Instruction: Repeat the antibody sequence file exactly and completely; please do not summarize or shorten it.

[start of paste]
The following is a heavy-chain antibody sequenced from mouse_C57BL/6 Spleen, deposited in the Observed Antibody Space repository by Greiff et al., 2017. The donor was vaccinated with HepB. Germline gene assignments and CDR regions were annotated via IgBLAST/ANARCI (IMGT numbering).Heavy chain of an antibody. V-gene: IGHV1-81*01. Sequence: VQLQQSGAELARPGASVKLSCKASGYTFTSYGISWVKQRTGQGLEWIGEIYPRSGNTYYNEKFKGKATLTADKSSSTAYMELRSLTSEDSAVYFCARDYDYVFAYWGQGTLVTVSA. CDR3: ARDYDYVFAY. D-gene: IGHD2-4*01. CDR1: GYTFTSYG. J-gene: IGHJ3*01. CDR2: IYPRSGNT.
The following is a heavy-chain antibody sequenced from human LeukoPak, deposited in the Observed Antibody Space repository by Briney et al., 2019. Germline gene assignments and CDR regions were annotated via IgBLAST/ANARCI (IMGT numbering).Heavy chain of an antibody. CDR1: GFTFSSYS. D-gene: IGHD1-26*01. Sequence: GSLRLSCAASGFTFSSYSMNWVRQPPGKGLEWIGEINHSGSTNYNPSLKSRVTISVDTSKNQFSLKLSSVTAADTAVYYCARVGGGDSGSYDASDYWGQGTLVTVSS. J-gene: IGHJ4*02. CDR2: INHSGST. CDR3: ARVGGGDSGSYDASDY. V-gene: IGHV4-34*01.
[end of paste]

The following is a heavy-chain antibody sequenced from mouse_C57BL/6 Spleen, deposited in the Observed Antibody Space repository by Greiff et al., 2017. The donor was vaccinated with HepB. Germline gene assignments and CDR regions were annotated via IgBLAST/ANARCI (IMGT numbering).Heavy chain of an antibody. V-gene: IGHV1-81*01. Sequence: VQLQQSGAELARPGASVKLSCKASGYTFTSYGISWVKQRTGQGLEWIGEIYPRSGNTYYNEKFKGKATLTADKSSSTAYMELRSLTSEDSAVYFCARDYDYVFAYWGQGTLVTVSA. CDR3: ARDYDYVFAY. D-gene: IGHD2-4*01. CDR1: GYTFTSYG. J-gene: IGHJ3*01. CDR2: IYPRSGNT.
The following is a heavy-chain antibody sequenced from human LeukoPak, deposited in the Observed Antibody Space repository by Briney et al., 2019. Germline gene assignments and CDR regions were annotated via IgBLAST/ANARCI (IMGT numbering).Heavy chain of an antibody. CDR1: GFTFSSYS. D-gene: IGHD1-26*01. Sequence: GSLRLSCAASGFTFSSYSMNWVRQPPGKGLEWIGEINHSGSTNYNPSLKSRVTISVDTSKNQFSLKLSSVTAADTAVYYCARVGGGDSGSYDASDYWGQGTLVTVSS. J-gene: IGHJ4*02. CDR2: INHSGST. CDR3: ARVGGGDSGSYDASDY. V-gene: IGHV4-34*01.